Internal events
Many scientists believe that reversals are an inherent aspect of the dynamo theory of how the geomagnetic field is generated. In computer simulations, it is observed that magnetic field lines can sometimes become tangled and disorganized through the chaotic motions of liquid metal in the Earth's core.
In some simulations, this leads to an instability in which the magnetic field spontaneously flips over into the opposite orientation. This scenario is supported by observations of the solar magnetic field, which undergoes spontaneous reversals every 7–15 years. However, with the sun it is observed that the solar magnetic intensity greatly increases during a reversal, whereas all reversals on Earth seem to occur during periods of low field strength.
Present computational methods have used very strong simplifications in order to produce models that run to acceptable time scales for research programs.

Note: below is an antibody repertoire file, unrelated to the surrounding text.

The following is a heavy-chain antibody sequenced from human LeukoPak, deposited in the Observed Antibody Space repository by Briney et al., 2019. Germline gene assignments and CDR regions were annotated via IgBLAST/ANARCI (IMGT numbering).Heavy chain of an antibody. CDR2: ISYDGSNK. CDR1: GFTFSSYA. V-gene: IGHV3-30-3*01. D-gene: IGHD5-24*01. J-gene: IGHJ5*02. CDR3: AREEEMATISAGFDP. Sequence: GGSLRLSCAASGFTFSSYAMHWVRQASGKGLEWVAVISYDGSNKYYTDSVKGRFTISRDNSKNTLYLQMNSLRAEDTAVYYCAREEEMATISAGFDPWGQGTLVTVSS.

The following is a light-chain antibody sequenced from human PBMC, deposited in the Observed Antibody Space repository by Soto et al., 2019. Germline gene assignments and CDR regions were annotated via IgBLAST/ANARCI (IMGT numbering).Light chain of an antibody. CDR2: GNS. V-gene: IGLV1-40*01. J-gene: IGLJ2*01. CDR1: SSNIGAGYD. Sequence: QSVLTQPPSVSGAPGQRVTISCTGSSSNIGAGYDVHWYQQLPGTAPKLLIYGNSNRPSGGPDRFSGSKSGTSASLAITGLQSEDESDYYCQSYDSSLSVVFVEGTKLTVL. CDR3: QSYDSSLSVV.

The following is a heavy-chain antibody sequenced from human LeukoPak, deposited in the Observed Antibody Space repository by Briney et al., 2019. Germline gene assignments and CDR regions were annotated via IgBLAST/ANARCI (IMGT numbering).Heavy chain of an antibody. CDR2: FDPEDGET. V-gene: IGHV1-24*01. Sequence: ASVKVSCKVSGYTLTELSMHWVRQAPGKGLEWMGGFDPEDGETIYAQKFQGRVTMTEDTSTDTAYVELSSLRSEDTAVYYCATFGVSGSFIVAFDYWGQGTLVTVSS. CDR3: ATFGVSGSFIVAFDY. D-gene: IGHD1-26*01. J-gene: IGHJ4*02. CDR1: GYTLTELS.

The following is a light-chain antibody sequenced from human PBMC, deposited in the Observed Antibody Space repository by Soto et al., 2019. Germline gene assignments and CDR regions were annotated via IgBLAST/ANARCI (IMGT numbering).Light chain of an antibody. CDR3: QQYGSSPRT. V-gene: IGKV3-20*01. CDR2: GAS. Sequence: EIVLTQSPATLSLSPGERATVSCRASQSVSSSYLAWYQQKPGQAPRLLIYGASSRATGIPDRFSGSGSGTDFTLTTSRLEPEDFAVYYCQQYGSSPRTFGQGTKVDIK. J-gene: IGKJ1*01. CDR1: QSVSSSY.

External events
Others, such as Richard A. Muller, believe that geomagnetic reversals are not spontaneous processes but rather are triggered by external events which directly disrupt the flow in the Earth's core. Such processes may include the arrival of continental slabs carried down into the mantle by the action of plate tectonics at subduction zones, the initiation of new mantle plumes from the core-mantle boundary, and possibly mantle-core shear forces resulting from very large impact events. Supporters of this theory hold that any of these events could lead to a large scale disruption of the dynamo, effectively turning off the geomagnetic field. Because the magnetic field is stable in either the present North-South orientation or a reversed orientation, they propose that when the field recovers from such a disruption it spontaneously chooses one state or the other, such that a recovery is seen as a reversal in about half of all cases.